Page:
December 9, 2007
Larsen's Feat Lives in Amateur Movies
On Oct. 8, 1956, Saul Terry took his 8-millimeter camera to Yankee Stadium, where he and his wife settled into seats in the right-field bleachers, which would cast occasional clouds of darkness onto his film.
Terry and his wife, Elissa, were native New Yorkers at the end of a cross-country trip in their Chevrolet Nomad from their adopted home in Los Angeles. They were not big baseball fans and hoped to see "My Fair Lady," but one of Terry's suppliers in the lighting business could only get them tickets to the game.
Two men out of 64,519 fans were unknowingly producing the lost films of Don Larsen's perfect game, color home movies that complement the few newsreel clips of the game that are frequently replayed, and the NBC broadcast that has been seen only by small groups since it was carried live.
Terry captured Mickey Mantle's great one-handed catch in left-center off Gil Hodges's bat in the fifth inning; Mengert followed Mantle's trot after his home run in the fourth, but not the swing itself. Duke Snider's tumbling catch in the fourth is in Terry's; Mengert's shows Yogi Berra tossing balls to Bill Dickey, who was hitting pregame fungoes. A few feet away, Sal Maglie, the Dodgers' starting pitcher, warmed up. Terry's film found the Yankees' bullpen with Whitey Ford and, it seemed, Bob Grim warming up.
Terry was the less-experienced filmmaker, having received his camera as a wedding gift that April. He was sitting far away, underneath a deck, and fired off shots of Hank Bauer's back in right field — and a few too many of the crowd. In a voice-over added to the film, Terry said, "I should have used my telephoto lens more to catch the batter more in the batter's box." The existence of his film was first reported last year.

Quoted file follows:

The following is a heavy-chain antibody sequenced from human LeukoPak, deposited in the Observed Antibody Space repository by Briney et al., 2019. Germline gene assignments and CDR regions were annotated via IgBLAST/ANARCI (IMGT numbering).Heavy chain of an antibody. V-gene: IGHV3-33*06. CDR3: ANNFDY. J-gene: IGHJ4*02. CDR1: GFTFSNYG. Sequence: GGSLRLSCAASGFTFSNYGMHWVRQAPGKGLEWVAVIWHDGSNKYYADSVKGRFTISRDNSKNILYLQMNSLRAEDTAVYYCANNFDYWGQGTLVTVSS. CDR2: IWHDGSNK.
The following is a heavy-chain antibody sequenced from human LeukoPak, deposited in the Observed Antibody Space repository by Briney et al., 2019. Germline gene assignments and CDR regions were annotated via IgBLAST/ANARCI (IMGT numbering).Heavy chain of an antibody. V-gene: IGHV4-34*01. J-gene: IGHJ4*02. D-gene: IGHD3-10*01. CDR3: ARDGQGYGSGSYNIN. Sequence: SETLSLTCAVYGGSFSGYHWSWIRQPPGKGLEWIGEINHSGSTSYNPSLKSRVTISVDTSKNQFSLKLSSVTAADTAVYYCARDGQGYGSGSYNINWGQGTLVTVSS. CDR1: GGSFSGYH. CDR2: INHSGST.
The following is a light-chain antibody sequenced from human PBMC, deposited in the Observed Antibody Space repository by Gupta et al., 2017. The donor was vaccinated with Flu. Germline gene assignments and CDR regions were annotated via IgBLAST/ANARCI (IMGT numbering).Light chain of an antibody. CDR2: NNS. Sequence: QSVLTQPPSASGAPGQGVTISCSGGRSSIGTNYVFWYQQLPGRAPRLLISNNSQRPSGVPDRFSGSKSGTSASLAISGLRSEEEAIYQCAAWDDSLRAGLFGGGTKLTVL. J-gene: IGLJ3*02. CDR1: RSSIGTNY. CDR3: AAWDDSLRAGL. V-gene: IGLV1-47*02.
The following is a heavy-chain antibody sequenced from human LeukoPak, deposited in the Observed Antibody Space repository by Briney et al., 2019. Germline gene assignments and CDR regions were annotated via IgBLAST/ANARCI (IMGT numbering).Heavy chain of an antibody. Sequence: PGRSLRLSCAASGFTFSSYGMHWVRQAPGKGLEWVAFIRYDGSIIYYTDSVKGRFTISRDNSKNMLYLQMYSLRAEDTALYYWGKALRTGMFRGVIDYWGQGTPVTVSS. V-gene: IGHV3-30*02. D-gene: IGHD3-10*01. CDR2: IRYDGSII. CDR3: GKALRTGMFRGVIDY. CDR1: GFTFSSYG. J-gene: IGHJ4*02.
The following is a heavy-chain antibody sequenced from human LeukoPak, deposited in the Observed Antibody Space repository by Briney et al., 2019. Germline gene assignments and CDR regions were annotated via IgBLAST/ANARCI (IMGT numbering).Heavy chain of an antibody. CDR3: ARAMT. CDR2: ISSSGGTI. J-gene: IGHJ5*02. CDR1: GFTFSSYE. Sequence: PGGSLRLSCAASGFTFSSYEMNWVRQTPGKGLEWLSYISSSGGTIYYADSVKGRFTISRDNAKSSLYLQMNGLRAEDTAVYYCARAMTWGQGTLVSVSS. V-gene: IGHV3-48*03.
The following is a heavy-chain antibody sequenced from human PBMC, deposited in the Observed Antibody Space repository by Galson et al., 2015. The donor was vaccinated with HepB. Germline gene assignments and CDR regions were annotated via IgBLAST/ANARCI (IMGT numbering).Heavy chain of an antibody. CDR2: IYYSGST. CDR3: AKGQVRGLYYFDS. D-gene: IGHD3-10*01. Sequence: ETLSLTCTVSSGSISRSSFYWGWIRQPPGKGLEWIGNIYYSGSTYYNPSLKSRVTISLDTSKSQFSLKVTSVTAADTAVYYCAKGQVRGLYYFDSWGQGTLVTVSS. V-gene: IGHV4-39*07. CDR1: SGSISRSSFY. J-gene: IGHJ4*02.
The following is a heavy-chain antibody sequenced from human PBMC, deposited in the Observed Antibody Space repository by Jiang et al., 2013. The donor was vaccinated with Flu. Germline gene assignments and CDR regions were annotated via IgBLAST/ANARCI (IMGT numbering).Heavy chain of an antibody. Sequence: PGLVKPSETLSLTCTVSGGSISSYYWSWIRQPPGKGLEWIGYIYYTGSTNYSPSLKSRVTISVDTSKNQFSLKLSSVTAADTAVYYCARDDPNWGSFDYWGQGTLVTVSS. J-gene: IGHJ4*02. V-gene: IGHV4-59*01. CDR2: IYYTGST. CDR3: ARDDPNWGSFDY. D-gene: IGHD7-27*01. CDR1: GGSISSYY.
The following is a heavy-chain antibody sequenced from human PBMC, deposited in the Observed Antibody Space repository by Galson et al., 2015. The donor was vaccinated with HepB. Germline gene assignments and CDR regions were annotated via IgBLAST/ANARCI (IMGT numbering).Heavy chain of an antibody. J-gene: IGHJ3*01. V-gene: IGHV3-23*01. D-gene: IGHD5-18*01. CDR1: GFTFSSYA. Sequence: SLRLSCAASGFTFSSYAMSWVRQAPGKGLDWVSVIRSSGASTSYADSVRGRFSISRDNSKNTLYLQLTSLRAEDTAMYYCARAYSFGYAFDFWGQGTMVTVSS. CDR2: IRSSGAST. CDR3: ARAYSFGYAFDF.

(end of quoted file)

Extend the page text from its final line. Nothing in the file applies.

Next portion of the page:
Abramowitz added, "He didn't really know how much it was worth." Terry died in May, and Abramowitz said he was trying to interest auction houses, among others, in a sale.
Color home movies shot by players and fans were stitched together to create the "When It Was a Game" documentaries on HBO. George Roy, the co-producer, said: "When somebody has something nobody has seen, it's noteworthy and great to see. Beyond that, I can't tell you what it's worth."
Berra watched the Terry film at a cocktail party in Florida in late October with numerous other former Yankees, including Larsen, his batterymate in the game. "It was all right, but I liked the other one better," he said in reference to the broadcast.
"And there it is," Terry said in the narration. "The Yankee Stadium."
Elissa laughed. "You're funny," she said.
He added: "In the final inning, it was hard to hold the camera steady, but I did. I was excited, but I was more nervous on the first tee with Sam Snead in the final round at Augusta."
When Berra leapt into Larsen's arms (the home movies show the moment from different angles and also portray the well-dressed fans who flooded the sun-splashed field), Saul Terry recognized the thrill.